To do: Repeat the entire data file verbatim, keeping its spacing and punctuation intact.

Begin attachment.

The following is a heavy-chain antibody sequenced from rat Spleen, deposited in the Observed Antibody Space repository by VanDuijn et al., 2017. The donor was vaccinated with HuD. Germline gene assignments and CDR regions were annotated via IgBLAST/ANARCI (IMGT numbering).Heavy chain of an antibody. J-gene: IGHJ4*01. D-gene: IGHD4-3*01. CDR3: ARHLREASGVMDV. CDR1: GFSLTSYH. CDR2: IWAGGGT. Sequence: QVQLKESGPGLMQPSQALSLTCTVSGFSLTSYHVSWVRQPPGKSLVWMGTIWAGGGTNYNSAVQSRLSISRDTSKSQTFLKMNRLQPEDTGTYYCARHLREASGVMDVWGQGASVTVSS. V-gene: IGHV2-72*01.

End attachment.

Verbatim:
The following is a heavy-chain antibody sequenced from rat Spleen, deposited in the Observed Antibody Space repository by VanDuijn et al., 2017. The donor was vaccinated with HuD. Germline gene assignments and CDR regions were annotated via IgBLAST/ANARCI (IMGT numbering).Heavy chain of an antibody. J-gene: IGHJ4*01. D-gene: IGHD4-3*01. CDR3: ARHLREASGVMDV. CDR1: GFSLTSYH. CDR2: IWAGGGT. Sequence: QVQLKESGPGLMQPSQALSLTCTVSGFSLTSYHVSWVRQPPGKSLVWMGTIWAGGGTNYNSAVQSRLSISRDTSKSQTFLKMNRLQPEDTGTYYCARHLREASGVMDVWGQGASVTVSS. V-gene: IGHV2-72*01.